This showcase for different varieties of blues, from the acoustic harmonica/guitar work of Sonny Terry & Brownie McGhee to the electric band work of Ray Charles and Arbee Stidham, is more substantial than its 23 cuts, divided between five performers, would lead one to expect. There's no shortage of Lightnin' Hopkins recordings -- and even of great Lightnin' Hopkins recordings -- but he is in such fantastic form on the first four cuts of this multi-artist collection that it's worth the price of admission just for his acoustic playing on "Buck Dance Boogie," and when he jumps to electric blues on "Hello Central," his work is even more impressive. Ray Charles may only do three numbers, but he shows off some surprising attributes, his singing overpowering everything around him for the first two tracks, "Why Did You Go?" and "I Found My Baby There," before he yields to the band on the instrumental "Guitar Blues," the guitarist getting most of the dialogue and the last word over Charles' piano. The Cajun-flavored work of James Wayne adds still greater variety, along with his decidedly more R&B-based approach to the blues, with the piano, acoustic guitar, and sax-driven "Please Baby Please" coming off almost like a full-blown rock & roll number. Producer Bob Shad outdid himself in recording and selecting this material, and this collection -- originally released on the Time label -- deserves to be better known than it is.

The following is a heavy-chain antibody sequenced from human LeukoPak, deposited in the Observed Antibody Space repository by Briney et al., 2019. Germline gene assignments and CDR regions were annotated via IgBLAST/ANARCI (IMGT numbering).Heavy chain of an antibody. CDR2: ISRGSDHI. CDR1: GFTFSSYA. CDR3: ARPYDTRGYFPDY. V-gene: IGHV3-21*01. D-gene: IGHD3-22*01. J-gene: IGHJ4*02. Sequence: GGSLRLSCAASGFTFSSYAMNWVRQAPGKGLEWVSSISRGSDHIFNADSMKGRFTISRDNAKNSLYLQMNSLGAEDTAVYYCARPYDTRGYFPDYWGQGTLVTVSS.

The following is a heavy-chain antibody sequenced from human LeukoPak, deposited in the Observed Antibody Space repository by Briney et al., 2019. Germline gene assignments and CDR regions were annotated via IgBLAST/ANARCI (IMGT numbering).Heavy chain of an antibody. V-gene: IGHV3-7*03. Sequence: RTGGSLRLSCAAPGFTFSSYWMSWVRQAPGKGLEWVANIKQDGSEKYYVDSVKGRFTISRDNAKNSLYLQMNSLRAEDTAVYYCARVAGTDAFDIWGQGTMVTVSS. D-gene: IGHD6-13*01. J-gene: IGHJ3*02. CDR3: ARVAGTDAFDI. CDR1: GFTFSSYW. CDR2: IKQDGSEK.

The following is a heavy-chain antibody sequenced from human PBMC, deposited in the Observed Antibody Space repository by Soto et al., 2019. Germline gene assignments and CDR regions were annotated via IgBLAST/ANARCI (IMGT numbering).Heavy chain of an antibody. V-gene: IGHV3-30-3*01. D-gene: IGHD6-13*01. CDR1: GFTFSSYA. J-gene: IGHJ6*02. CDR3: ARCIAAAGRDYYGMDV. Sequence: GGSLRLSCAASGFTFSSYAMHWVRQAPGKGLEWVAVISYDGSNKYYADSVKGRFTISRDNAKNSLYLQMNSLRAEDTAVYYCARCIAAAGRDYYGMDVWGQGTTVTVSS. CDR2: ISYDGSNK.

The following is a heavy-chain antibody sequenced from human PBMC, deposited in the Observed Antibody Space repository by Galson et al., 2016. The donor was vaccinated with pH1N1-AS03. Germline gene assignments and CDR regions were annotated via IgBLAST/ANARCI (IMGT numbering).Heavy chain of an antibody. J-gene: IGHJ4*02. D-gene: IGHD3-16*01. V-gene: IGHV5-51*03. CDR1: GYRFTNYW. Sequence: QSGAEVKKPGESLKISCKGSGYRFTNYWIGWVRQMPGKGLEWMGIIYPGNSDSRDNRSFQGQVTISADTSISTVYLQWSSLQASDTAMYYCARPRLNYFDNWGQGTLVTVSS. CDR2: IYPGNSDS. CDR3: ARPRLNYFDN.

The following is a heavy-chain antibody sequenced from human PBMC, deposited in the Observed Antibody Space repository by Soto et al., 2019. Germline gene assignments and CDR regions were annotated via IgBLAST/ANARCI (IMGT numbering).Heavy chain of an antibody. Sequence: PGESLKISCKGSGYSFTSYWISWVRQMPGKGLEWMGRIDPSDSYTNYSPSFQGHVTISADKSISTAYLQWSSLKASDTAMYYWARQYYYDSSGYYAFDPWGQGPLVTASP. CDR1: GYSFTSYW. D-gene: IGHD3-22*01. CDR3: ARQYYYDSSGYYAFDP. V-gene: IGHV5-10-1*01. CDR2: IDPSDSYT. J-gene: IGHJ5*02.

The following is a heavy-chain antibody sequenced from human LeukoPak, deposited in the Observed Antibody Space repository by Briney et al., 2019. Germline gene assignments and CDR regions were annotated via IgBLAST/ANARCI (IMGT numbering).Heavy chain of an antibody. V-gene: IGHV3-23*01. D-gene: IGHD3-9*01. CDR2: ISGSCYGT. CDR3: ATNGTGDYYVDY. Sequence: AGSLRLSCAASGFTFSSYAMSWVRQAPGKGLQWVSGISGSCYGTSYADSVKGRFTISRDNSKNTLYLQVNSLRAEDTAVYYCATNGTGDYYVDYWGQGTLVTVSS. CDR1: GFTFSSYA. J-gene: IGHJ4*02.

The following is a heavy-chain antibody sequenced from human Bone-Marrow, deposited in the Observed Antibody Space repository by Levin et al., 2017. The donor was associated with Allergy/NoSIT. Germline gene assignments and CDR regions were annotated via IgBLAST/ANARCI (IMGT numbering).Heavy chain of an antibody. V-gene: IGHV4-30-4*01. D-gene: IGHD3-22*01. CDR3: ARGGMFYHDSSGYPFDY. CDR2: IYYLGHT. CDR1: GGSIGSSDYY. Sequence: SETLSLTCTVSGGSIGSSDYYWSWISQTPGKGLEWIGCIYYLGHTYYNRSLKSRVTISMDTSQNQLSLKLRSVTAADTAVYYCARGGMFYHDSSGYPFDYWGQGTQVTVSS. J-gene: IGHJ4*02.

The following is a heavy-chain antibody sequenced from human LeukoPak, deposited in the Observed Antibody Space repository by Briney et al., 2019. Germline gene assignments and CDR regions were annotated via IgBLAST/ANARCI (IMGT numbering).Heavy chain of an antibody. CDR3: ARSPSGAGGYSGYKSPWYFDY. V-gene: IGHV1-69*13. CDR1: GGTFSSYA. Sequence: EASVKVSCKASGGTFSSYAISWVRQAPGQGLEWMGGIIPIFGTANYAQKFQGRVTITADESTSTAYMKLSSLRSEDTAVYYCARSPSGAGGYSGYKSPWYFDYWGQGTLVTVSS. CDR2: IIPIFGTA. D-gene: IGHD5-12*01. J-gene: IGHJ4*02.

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AllMusic Review by Bruce Eder